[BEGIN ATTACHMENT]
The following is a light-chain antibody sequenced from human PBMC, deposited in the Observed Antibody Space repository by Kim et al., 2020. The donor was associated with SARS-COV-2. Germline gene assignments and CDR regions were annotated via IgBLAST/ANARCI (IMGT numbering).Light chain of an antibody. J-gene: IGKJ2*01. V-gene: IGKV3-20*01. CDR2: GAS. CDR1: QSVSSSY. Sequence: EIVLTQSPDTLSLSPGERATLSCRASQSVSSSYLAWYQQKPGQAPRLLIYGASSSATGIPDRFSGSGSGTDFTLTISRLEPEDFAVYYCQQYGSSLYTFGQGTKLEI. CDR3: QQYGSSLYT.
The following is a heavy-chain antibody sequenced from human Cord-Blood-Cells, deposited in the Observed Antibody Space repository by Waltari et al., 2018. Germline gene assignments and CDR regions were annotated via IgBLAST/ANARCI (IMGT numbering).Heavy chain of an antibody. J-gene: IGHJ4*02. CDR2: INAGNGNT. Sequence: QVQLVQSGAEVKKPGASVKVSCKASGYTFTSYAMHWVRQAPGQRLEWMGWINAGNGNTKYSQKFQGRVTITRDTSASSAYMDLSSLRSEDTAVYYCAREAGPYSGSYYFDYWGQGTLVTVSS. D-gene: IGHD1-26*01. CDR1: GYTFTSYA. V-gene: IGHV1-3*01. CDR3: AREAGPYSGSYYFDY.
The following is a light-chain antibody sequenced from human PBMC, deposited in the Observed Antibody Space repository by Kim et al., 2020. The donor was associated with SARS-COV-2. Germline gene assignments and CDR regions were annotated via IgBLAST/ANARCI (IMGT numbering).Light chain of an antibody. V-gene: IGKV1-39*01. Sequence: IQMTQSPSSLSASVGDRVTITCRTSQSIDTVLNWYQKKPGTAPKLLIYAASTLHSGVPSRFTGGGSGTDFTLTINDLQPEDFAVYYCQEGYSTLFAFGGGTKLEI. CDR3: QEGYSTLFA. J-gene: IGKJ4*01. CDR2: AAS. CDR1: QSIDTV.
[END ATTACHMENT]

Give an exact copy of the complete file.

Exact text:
The following is a light-chain antibody sequenced from human PBMC, deposited in the Observed Antibody Space repository by Kim et al., 2020. The donor was associated with SARS-COV-2. Germline gene assignments and CDR regions were annotated via IgBLAST/ANARCI (IMGT numbering).Light chain of an antibody. J-gene: IGKJ2*01. V-gene: IGKV3-20*01. CDR2: GAS. CDR1: QSVSSSY. Sequence: EIVLTQSPDTLSLSPGERATLSCRASQSVSSSYLAWYQQKPGQAPRLLIYGASSSATGIPDRFSGSGSGTDFTLTISRLEPEDFAVYYCQQYGSSLYTFGQGTKLEI. CDR3: QQYGSSLYT.
The following is a heavy-chain antibody sequenced from human Cord-Blood-Cells, deposited in the Observed Antibody Space repository by Waltari et al., 2018. Germline gene assignments and CDR regions were annotated via IgBLAST/ANARCI (IMGT numbering).Heavy chain of an antibody. J-gene: IGHJ4*02. CDR2: INAGNGNT. Sequence: QVQLVQSGAEVKKPGASVKVSCKASGYTFTSYAMHWVRQAPGQRLEWMGWINAGNGNTKYSQKFQGRVTITRDTSASSAYMDLSSLRSEDTAVYYCAREAGPYSGSYYFDYWGQGTLVTVSS. D-gene: IGHD1-26*01. CDR1: GYTFTSYA. V-gene: IGHV1-3*01. CDR3: AREAGPYSGSYYFDY.
The following is a light-chain antibody sequenced from human PBMC, deposited in the Observed Antibody Space repository by Kim et al., 2020. The donor was associated with SARS-COV-2. Germline gene assignments and CDR regions were annotated via IgBLAST/ANARCI (IMGT numbering).Light chain of an antibody. V-gene: IGKV1-39*01. Sequence: IQMTQSPSSLSASVGDRVTITCRTSQSIDTVLNWYQKKPGTAPKLLIYAASTLHSGVPSRFTGGGSGTDFTLTINDLQPEDFAVYYCQEGYSTLFAFGGGTKLEI. CDR3: QEGYSTLFA. J-gene: IGKJ4*01. CDR2: AAS. CDR1: QSIDTV.